Did you know that our bodies have an alarm system that helps us identify danger or threats? Well, I’m sure you know or have probably heard about this fact. People living with complex trauma tend to have very sensitive alarm systems than the average person. Unfortunately, they also tend to suffer from false alarms more often than not. Fear is a huge trigger that set false alarms ringing all the time. Sometimes these people are unable to distinguish between real or perceived danger. For instance, because of chronic mistreatment and neglect, these people develop a natural mechanism to deal with disappointment and harm. They become good at knowing how other people feel, knowing how to ignore their feelings or knowing how to get into a fight to defend their personal space. Even though these reactions can help people cope with complex trauma, they can cause problems when they become a habit. For example, it can be counterproductive for a person dealing complex trauma to fight everyone they don’t agree with or when they are provoked. Instead, there are plenty of better ways to cope with stressful situations than fighting or ignoring one’s feelings. It’s possible to be intentional with what you do. Learning a skill or a hobby is one of the ways you can correctly cope with symptoms of complex trauma. When you engage in activities you enjoy, your mind automatically focuses on the task or activity at hand. But this coping mechanism won’t get rid of the trauma you experienced as a child, even though it can help a person cope with trauma temporarily. Such a strategy won’t necessarily work on all people considering people are different.
Those experiencing complex trauma often feel that nobody cares about them or that their problems are too huge to solve. This makes them very defensive in the way they deal with people. But this doesn’t mean such people cannot lead normal lives again. Getting professional help from adults who understand what complex trauma is essential. Equally, sharing experiences with other people dealing with the same problem can go a long way in helping one to cope with the condition.
There plenty of therapy options designed to treat complex trauma. Most therapies involve counselor meeting the patient face to face. Sometimes, the therapist may request to meet the whole family just to understand what a given person is going through. Completion process is one of the few trusted methods therapist use to treat complex trauma. Along with therapy, here are some of the steps you can take to recover from complex trauma completely.
One of the ways you can increase your chances of combating complex trauma is to feel safe. This means staying in an environment where you are unlikely to be harmed physically. In addition, safety also means living in an environment where your emotions aren’t taken for granted In essence, it means living with people who won’t say or do hurtful things which could destabilize your emotions. In short, you have better chances of recovering from complex trauma if you feel safer (emotionally and physically). Just remember, that things can get better regardless of how the situation looks in the present. Your priority should be to find a place you can feel safe physically, emotionally and mentally.
Complex trauma causes people to feel numb, scared, angry, tense, checked-out, etc. Learning to manage your feelings or emotions is something that can be learned. When you put your emotion into check, leading a normal life becomes possible. However, it’s important to note that learning to control your feelings takes time. So you should be patient as you learn the process of keeping your emotions under control.
Those with complex trauma don’t trust people easily. This makes it difficult for them to form relationships with other people. These people were hurt and betrayed by the people they trusted. And rightly so, they learned how to cope without others. However, it’s possible to learn to trust other people when you enroll in therapy. Your counselor will point out that not every person is evil or dishonest. And step by step, you’ll learn to recognize the false alarms created in your mind. In a nutshell, as a complex trauma patient, you can form normal and healthy relationships once they learn t let go of their fears.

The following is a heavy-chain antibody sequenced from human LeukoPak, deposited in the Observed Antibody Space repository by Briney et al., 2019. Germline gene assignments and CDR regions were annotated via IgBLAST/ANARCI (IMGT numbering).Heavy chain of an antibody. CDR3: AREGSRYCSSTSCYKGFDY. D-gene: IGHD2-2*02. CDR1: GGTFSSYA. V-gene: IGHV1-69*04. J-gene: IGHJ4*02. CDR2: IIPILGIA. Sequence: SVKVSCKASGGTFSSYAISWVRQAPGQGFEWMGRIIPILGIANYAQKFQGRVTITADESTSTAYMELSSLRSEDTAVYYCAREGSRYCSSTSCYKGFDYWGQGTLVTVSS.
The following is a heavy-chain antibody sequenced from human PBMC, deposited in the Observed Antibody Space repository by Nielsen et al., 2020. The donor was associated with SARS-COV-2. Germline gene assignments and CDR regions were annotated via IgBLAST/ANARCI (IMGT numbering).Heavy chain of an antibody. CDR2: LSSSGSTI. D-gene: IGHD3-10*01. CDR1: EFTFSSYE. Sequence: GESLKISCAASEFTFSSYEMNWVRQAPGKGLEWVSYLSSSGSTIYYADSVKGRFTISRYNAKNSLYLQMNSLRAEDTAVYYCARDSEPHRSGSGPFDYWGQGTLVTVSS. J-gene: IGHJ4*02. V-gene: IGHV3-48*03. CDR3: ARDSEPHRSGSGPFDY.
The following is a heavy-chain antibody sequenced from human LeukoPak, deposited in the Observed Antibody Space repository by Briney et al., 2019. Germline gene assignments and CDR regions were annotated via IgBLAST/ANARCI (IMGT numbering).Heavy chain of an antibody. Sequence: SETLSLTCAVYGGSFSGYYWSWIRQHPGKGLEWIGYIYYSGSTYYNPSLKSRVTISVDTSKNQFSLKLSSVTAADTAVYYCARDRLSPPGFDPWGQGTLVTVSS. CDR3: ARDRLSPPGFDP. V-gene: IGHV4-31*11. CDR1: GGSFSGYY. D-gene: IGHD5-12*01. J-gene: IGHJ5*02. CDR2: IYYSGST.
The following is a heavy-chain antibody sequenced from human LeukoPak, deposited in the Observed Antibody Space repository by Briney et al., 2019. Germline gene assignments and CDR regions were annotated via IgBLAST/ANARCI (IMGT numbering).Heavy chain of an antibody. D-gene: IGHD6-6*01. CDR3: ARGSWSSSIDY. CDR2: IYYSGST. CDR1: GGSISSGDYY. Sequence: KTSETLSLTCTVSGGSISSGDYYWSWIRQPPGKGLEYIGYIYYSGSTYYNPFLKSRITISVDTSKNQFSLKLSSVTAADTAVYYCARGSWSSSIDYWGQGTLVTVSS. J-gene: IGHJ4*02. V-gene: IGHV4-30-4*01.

As expected, people with complex trauma spend most of their life feeling bad about themselves. As such, these people achieve very little success in life because they don’t get to live their true potential. However, after undergoing therapy, these people become aware of the power of positive thinking and feelings. They are encouraged to spend their time with people who can influence their lives positively. Positive feelings such as pride, hope, excitement and laughter can help one to forget the difficult times. In the end, it’s possible for people to focus on the positive aspects of life instead of the negatives.
When people go through bad experiences in life, they learn to cope first and think later. The focus is usually on survival. Unfortunately, having a survival mindset inhibits one’s vision, goals, and dreams. Persons dealing with complex trauma may not be able to pursue any career due to having a negative mindset. They don’t believe they deserve any good thing in life and end up leading and desperate and lonely existence. However, it’s possible to change all of that. Having therapy sessions with qualified professionals can change their way of thinking. They can start to think and act positively again. In addition, life experiences matter whether they are good or bad. We are shaped by the things that happen to us as well as those that don’t. For instance, kids growing up in a positive and encouraging environment will certainly have an advantage over those living in negative settings. Complex trauma develops when a kid is repeatedly abused or neglected by the people that are supposed to protect them. A majority of my clients usually ask me to about the number of sessions they need before seeing tangible results in their lives. When answering their questions, I often relate healing to hitting the gym. Can person attain six pack in a single session? I’m sure you agree with me that it’s not possible. I still remember myself investing 10 months and over 5000 euros in healing work with one of my therapists at the time when I suffered the most. I fondly remember my desire to live and heal. For example one day I said to the therapist:” I will come here every week and do all it takes. It doesn’t matter how long the process will not take nor how much it will cost”. I was quite young and had the determination to heal. When I flash back, I don’t regret about the time or the resources I put in. Because I feel completely different as a result of the therapy and all the work…I not only love my life today but I also see it as a gift. It’s possible to recover from complex trauma but one must show seriousness and commitment to the process. Choosing the right person for ongoing sessions is also very crucial. The number one step is to find the ideal healing modality that fits your needs. Make sure you research. Read. Observe. Listen. And feel what’s best for you. Remember— no person knows what suit you than yourself. Feel and listen to the message your gut is sending. Once you identify the best healing modality for you, you can find the right person to guide you with therapy. You want to go for a person you can truly trust. And don’t stress yourself by thinking you can recover from complex trauma on your own. It’s crucial to remember that the process of healing from trauma is sensitive because your emotions are at play here. Your connection with a therapist is therefore essential. When choosing a therapist, follow your heart. Remember, a majority of clients we work with swear by our service not because we are necessarily the best. But because we give our best when they need us. Lastly, it’s vital to commit to working hard on yourself for at least 6 months or more. Meaning, you should attend treatment sessions continually. And rather than evaluating yourself after each session, focus on completing your homework and allow healing to occur naturally. You’ll notice some differences in the way you do things. Even the way you put down your feelings will be different. Check out what my client recently told me, after continually working with me for six months: “…I’m not anywhere near as scared to be emotional as I was before I met you. I’m not scared to be myself, and I’m as enthusiastic about life and the future as I’ve ever been. I do see the good in life and I am grateful for so many things. I don’t know if you remember in one of our sessions, you were telling me how great life was, and how grateful you were to be alive. All I could think of was how I didn’t think any of that. I thought the complete opposite of that in fact. And now I understand how you were feeling when you said all those things. And I know that you’re a huge reason I do feel those things too. I do appreciate all that you’ve done, and all you continue to do. “ Let’s not expect to heal from complex trauma instantly. Instead lets us nurse wounds with love. For us to heal, we need acknowledgment, acceptance patience, validation healing and love. Let us conquer our mountain!